Sunday, September 14, 2014

Night at The Saint

Sunday, September 14, 2014

What makes a trip to The Saint in Asbury Park without the effort is the mix of music. For the most part, I get to hear a number of bands in a variety of styles, each doing a set as if a mini-Woodstock.
I get some of this up north at WFMU’s performance space, and formerly at Maxwell’s in Hoboken. But the Maxwell’s we all knew and loved is gone, and WFMU is an infrequent venue, and so I came south to get some of it. Even then, I thought such a smorgasbord of music was something rare until I discovered The Saint.
Wonder Bar did a great set a couple of weeks ago giving voice of a number of local bands. But for the most part in most bars you get stuck with one band, and if you don’t like it, you’re stuck, or if you leave you’re out the admission price plus the cost of drinks.
The Saint’s routine allows you to wait out one band until the next band comes on, and sometimes, you even surprise yourself by getting to like a band you did not like at first hearing. Most often the better bands come on the later the night gets.
All this was not completely true over this last weekend. The better bands were the middle bands of the four that played.

Amy Malkoff & The Moonshines opened the show at about 8:30 p.m. and it took me a while to get to like the band. At first, I thought Amy’s voice was too shrill, degrading from an otherwise very talented rock band as to make it sound a little like bubblegum music. But then some people said as much about Michael Jackson when he started with the Jackson Five, showing just how much many of us actually know about talent. Maybe it simply took a while for me to get used to the voice before I realized just how remarkable a range Amy had, and still better, she was a solid lead guitarist.
While there are some notable exceptions, rock is a genre dominated by boys and even when there are girls in a mixed band, they tend to get regulated to the unenviable position of band up singers.
So it was refreshing to see a dominant female figure in the otherwise all-band, and the more I listened the more I liked it, especially when she got down and dirty on the guitar and played as hard on it as any boy guitarist could.

St. James and the Apostles that came on an hour later, I loved right from the start. The band was out of Philadelphia, not a place that I would have associated with Southern Rock or religious revival music. But like those amazing Irishmen from that fictional movie band, the Commitments proved, soul is inside of you, not where you come from, and St. James had so much soul I first mistook it for a Christian Rock band when it opened – but not one of those cheesy imitation rock bands so typical of Christian Rock. This band stomped on your head and your balls with both feet and never stopped, even delving into some classic blues. But this was no retro band. They used classic rock, blues and soul as a launching pad the way Janis Joplin did, and threw in guitar work at tough and vicious as Slash from Guns and Roses. And they managed a stunningly full sound with only one guitar, an organ and a madman on the drums. The organ played the bass parts and whole lot more.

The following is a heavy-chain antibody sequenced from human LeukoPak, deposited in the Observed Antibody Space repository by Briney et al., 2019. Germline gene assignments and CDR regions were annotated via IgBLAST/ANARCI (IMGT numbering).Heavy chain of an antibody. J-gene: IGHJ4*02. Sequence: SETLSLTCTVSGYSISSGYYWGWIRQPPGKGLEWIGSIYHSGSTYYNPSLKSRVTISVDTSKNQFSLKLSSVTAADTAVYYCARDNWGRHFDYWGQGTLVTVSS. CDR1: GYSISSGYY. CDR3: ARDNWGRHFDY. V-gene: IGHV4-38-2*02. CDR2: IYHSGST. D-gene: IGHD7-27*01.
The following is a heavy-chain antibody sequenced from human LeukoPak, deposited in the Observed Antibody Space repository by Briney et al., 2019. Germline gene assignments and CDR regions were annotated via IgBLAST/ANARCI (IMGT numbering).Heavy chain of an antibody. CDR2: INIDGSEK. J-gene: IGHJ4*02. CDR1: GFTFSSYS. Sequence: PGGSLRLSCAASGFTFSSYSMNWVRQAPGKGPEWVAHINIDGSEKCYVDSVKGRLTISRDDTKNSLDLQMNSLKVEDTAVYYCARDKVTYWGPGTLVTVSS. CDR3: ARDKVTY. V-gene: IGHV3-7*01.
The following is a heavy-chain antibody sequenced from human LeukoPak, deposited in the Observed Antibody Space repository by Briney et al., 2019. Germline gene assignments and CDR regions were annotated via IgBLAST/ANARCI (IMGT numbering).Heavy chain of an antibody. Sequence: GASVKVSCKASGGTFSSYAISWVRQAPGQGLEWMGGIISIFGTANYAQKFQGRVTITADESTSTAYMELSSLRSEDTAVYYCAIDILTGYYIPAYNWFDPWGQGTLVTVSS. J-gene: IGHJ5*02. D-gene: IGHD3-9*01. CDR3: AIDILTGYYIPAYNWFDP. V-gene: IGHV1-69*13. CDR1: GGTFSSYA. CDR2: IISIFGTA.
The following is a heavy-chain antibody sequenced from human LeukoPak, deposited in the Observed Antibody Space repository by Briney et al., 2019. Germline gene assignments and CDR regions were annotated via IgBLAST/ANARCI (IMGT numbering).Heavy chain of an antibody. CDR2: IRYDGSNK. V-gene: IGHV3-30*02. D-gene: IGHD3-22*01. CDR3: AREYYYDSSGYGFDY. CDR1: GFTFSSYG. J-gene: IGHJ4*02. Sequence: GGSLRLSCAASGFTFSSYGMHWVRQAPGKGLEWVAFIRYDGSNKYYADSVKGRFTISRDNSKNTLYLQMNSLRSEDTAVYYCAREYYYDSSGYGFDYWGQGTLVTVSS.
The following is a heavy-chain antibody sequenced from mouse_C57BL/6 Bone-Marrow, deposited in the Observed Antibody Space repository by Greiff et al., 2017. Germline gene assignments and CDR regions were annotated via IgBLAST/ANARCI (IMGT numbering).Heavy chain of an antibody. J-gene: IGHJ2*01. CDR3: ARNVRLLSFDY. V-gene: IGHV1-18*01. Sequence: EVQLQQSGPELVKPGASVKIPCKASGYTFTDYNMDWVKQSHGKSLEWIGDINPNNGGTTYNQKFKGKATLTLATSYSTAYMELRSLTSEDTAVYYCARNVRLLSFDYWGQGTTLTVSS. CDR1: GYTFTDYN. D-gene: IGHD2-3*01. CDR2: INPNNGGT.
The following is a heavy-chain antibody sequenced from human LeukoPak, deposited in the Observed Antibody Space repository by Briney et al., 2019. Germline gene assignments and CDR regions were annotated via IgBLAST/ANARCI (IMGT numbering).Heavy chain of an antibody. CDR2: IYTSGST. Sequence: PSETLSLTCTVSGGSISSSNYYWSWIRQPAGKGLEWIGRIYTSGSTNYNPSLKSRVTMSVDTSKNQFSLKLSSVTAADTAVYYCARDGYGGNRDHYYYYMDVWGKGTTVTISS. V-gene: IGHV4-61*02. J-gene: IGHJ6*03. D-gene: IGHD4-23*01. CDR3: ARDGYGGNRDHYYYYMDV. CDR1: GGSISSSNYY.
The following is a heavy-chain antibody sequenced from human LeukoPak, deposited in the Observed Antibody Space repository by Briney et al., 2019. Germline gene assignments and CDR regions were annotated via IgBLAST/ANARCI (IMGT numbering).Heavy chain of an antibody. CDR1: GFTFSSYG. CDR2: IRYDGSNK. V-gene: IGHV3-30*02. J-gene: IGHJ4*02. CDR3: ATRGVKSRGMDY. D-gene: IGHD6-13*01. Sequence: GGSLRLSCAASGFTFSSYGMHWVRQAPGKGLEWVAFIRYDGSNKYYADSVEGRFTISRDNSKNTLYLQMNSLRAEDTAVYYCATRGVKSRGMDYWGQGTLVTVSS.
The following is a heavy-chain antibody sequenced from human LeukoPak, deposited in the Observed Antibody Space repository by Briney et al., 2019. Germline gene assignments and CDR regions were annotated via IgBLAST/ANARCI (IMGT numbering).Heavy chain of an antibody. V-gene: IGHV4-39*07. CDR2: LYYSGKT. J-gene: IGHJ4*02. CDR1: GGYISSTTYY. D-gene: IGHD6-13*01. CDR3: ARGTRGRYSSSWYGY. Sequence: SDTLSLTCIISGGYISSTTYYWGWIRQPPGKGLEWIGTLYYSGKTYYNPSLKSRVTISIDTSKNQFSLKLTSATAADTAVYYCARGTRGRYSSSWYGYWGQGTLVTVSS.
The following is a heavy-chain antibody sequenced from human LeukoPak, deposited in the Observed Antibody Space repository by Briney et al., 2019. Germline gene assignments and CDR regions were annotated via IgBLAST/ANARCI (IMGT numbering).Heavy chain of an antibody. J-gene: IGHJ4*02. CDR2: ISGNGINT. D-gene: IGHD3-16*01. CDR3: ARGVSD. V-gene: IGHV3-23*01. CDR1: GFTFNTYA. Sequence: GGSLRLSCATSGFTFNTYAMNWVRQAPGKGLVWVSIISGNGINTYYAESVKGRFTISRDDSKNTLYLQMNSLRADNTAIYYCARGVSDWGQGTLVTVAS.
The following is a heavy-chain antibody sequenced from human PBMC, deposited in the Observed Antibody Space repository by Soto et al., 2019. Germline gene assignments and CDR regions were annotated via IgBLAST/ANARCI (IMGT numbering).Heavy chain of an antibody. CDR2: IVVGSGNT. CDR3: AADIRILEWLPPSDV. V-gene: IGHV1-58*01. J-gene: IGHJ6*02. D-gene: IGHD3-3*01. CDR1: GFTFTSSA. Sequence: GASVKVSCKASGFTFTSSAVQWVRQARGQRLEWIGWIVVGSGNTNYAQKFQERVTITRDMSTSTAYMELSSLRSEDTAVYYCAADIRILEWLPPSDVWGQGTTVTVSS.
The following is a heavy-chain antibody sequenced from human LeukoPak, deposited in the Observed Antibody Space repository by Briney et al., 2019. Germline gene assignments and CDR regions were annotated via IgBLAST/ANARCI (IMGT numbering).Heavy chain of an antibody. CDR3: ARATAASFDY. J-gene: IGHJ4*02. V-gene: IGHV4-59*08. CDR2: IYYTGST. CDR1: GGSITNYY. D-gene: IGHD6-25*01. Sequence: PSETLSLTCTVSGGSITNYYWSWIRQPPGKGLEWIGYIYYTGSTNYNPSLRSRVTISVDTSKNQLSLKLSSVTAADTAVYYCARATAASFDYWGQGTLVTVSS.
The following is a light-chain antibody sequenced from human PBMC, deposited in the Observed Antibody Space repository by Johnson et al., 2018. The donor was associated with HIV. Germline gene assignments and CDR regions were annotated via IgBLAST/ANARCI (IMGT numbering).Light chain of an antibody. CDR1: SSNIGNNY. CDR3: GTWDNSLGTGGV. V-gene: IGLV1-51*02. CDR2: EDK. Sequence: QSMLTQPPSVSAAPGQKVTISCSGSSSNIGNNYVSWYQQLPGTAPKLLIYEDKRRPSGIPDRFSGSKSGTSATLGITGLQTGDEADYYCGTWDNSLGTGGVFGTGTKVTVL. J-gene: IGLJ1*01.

Far more complex and arguable the best band of the night, Elephant Stone from Montreal revived psychedelic rock. Not the obtuse psychedelic and Hendrix derivative Robin Trower version, but more based on the foundations laid by The Mahavishnu Orchestra.
Again, my first impressions were wrong. The opening song seemed mushy and the lead singer tepid. But the more I listened, the more the textured sound weaved around me, and I began to hear the various levels and rhythms the band had incorporated into its music. It was overwhelming even in a place like The Saint where hard core rock bands banged out their music for masochistic fans. This band incorporated two, sometimes three guitars, drums, and a keyboard when one player wasn’t playing guitar. But it was when the lead singer sat down to a sitar I became convinced, although here, too, I expected to get a simplistic repeat of George Harrison (and I am a George Harrison fan), and was delighted when I did not. This band rocked, even on a sitar. I nearly fell out of my seat – explaining perhaps why I knocked over my beer and required the deft rescue by the barmaid in cleaning up my mess.

The last act, The Savants, didn’t impress me even though they were from Brooklyn. This might have been because I was tired and arguably a bit drunk. The show had started an hour later than usual, and so I didn’t have time to let them win me over, and was stuck with my first impression that the well-crafted music was brought down by weak singing. The singing and material might have advanced later, but I was already on the road back to Jersey City for a short night of sleep.
This won’t keep me from going back to The Saint, of course, provided it continues to put on shows over the winter. I still haven’t figured out the impact the change of season will have on the music scene in Asbury Park.

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